Epigenetic Regulation as a Driver of Adaptive Plant Growth

A Missouri leader in the agricultural biotech sphere, Thomas Tom Brutnell consults and serves as vice president at Gateway Biotechnology, Inc. For his thesis research at Yale University, Thomas Brutnell undertook a molecular genetic analysis of transposable elements in plants and focused on the epigenetic regulation of the transposable maize Activator/Dissociation (Ac/Ds) elements.

Not limited to plants, epigenetic regulation of genes is a process where their activity is controlled by the structure of chromatin (a material made up of protein, RNA, and DNA). However, epigenetic regulation in plants differs in important ways from animals. With mammals, most tissue and organ formation occurs during embryonic development. By contrast, plants continuously generate new organs from meristems (self-sustaining stem cell populations), enabling growth. This exposes the plant germline to many more challenges over time that a typical mammalian system. For instance, the meristems of a 200 year old tree are experiencing CO2 concentrations today that are nearly double the levels when it germinated and the associated extreme environmental variation associated with climate change!

Plants cannot leave their environments and must cope with variable and unfavorable conditions. Epigenetic regulatory mechanisms enable metastable alterations in gene activity and influence gene expression patterns, allowing plants to survive and reproduce in diverse environments. Polyploidization is one key aspect that contributes to epigenetic regulation. It expands the plant’s sets of chromosomes, strengthening gene families and enabling functional specializations among duplicated genes.

The Differences between Hiking and Trekking

A Yale University PhD graduate, Dr. Thomas “Tom” Brutnell is a scientist with over 25 years of experience in plant molecular biology, genetics, and genomics. He currently serves as a vice president at Gateway Biotechnology, a drug development company in St. Louis, Missouri. He also serves as a visiting scientist at the Chinese Academy of Agricultural Sciences in Beijing, China. In his free time, Thomas Brutnell is an avid walker and occasional runner.

Given the extensive amount of time many of us now spend behind a computer screen, it is important to incorporate some daily standing, stretching and walking breaks into the daily work schedule. This is particularly relevant to those of us who now work from home and spend even less time walking to and from our cars into the office in the morning or routinely skip heading out to lunch for a break. Incorporating a short 10 to 15 min walk between a morning and afternoon meeting is a great way to rest your eyes, wrists and fingers from the screen and keyboard. It is also important to be intentional in standing at least every hour. Just one or two minutes of standing and walking around the living room every hour can actually benefit your metabolism and provided a break for your eyes.

In addition to taking short breaks during the day, incorporating 20 min or more of strenuous exercise two or three times a week is not only good for the body but good for the mind. A 20 min run through the woods or even on a treadmill will do more to help relieve stress if you don’t think about work and instead focus on your breathing, your posture or on the rhythm of your pace. The time spent on these activities will more than make up in productivity (and longevity!) for time lost behind the screen.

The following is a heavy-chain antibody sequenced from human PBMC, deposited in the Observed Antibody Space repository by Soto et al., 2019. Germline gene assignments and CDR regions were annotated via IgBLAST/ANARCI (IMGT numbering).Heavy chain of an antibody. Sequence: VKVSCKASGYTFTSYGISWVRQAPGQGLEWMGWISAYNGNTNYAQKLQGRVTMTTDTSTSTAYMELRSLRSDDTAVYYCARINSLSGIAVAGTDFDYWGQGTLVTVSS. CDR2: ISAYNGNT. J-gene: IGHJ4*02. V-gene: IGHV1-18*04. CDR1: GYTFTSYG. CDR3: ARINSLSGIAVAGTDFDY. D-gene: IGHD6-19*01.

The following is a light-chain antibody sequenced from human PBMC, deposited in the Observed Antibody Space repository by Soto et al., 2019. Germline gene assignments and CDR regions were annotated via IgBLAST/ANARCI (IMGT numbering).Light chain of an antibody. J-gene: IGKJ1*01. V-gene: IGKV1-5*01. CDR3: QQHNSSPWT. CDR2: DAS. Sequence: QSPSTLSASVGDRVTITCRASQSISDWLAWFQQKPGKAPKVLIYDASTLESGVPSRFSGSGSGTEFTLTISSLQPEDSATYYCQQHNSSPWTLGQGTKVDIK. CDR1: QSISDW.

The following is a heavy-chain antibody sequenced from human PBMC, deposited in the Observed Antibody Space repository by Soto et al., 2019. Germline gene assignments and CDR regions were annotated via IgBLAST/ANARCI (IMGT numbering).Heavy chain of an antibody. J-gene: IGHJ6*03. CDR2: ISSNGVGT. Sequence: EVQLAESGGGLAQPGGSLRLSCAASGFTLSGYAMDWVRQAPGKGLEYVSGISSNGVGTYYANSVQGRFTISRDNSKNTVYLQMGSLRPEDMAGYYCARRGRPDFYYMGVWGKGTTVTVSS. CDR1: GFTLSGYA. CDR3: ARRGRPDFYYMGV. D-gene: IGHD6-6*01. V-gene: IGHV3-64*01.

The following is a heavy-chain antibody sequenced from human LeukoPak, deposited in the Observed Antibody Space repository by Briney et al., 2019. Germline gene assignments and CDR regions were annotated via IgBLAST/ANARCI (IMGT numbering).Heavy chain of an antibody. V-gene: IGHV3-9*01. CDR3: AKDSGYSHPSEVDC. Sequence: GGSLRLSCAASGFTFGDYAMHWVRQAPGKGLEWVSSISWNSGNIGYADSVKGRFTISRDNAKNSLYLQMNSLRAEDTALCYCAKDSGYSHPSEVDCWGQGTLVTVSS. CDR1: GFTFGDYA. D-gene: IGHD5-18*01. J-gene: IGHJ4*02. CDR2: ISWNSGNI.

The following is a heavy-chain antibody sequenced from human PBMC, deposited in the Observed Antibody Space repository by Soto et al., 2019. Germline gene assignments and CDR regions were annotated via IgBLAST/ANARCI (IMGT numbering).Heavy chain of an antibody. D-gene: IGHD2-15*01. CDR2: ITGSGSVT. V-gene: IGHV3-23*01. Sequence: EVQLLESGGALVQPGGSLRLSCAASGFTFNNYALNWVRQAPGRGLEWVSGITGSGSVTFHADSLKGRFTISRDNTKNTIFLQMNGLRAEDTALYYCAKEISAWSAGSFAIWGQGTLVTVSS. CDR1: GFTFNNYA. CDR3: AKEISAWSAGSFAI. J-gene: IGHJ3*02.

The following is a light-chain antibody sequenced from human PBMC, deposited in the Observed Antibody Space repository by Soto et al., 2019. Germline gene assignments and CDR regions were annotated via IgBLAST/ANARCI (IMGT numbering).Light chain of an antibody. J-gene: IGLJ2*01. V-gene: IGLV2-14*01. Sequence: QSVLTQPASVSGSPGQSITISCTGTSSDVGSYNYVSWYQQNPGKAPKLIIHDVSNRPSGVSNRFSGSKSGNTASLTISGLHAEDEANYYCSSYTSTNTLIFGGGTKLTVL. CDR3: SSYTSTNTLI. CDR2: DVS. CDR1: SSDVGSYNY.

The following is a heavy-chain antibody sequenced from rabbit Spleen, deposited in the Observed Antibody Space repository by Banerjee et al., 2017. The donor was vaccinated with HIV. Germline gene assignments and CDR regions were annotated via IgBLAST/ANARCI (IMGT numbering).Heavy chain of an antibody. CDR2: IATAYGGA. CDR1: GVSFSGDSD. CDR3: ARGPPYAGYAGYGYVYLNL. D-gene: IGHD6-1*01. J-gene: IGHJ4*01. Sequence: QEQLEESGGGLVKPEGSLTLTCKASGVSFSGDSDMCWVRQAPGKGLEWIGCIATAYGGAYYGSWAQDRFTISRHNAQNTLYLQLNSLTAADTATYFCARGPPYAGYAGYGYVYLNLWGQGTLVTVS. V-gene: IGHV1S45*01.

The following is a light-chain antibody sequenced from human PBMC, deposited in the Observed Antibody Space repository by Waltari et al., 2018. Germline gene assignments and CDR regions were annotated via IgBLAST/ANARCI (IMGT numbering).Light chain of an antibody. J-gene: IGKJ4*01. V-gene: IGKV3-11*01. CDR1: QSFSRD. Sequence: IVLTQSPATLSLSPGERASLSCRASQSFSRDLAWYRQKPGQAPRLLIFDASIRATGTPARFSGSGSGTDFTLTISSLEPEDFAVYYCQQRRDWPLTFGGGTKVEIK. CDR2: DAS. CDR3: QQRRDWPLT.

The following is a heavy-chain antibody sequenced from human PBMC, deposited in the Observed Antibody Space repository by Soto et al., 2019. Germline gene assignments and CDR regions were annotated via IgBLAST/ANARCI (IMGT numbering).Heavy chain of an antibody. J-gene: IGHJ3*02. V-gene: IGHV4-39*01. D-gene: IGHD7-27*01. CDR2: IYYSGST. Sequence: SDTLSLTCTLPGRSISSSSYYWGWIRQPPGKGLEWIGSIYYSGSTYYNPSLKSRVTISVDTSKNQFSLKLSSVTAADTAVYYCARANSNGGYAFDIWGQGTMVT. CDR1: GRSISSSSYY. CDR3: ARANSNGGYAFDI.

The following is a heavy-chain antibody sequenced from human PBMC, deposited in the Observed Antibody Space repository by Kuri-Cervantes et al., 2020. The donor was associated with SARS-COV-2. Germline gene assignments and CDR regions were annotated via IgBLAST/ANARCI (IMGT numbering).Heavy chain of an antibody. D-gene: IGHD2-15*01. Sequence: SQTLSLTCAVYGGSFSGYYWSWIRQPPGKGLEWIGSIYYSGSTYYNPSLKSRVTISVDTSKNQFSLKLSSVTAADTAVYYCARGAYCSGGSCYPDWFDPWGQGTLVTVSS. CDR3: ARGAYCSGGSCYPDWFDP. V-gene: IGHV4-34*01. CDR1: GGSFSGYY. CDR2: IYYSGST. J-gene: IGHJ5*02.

Gateway Biotechnology Selected for MassChallenge Boston

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The vice president of drug development startup Gateway Biotechnology, Inc. in St. Louis, Missouri, Thomas Brutnell draws on more than 25 years of experience in plant molecular biology, genetics, and genomics to conduct research into preventing and treating hearing loss. During Thomas Brutnell’s tenure with the company, Gateway Biotechnology was selected to participate in the 2019 MassChallenge Boston.

A prestigious accelerator program, MassChallenge is a network that operates in Boston, Austin, Houston, and Rhode Island, as well as internationally in Mexico, Switzerland, and Israel. Participating startups receive access to coworking space and mentoring, as well as the potential to connect with venture investors. Gateway was among just 9 percent of applicants selected for the program, giving the company a chance to compete for over $1 million in cash prizes.

MassChallenge Boston marks a significant opportunity for Gateway Biotechnology, which has previously received funding from Small Business Innovation Research and Small Business Technology. Gateway Biotechnology was also part of a $10 million Army grant to study hearing loss.

About the BIO Investor Forum Digital

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With a Ph.D. in biology from Yale University in Missouri, Thomas Brutnell serves as vice president of Missouri-based Gateway Biotechnology focused on preventing noise-induced hearing loss and tinnitus. In 2020, Thomas Brutnell attended the international biotech investor conference, the BIO Investor Forum Digital.

An international biotech investor conference BIO Investor Forum Digital is an annual event that dedicates its focus to realizing the growth of startups and emerging companies. Some featured sessions in the events include business roundtables and therapeutic workshops, plenary sessions, BIO One-on-One Partnering meetings, and plenary sessions. The event can be attended by members of the BIO committee, who are individuals with interests in public outreach and career growth acceleration among other motives.

The 2020 BIO Investor Forum Digital, featured 974 attendees from 697 companies, 2300 scheduled meetings, and 952 delegates from 32 countries. The forum provides an excellent opportunity for investors and small companies to connect and quickly explore opportunities.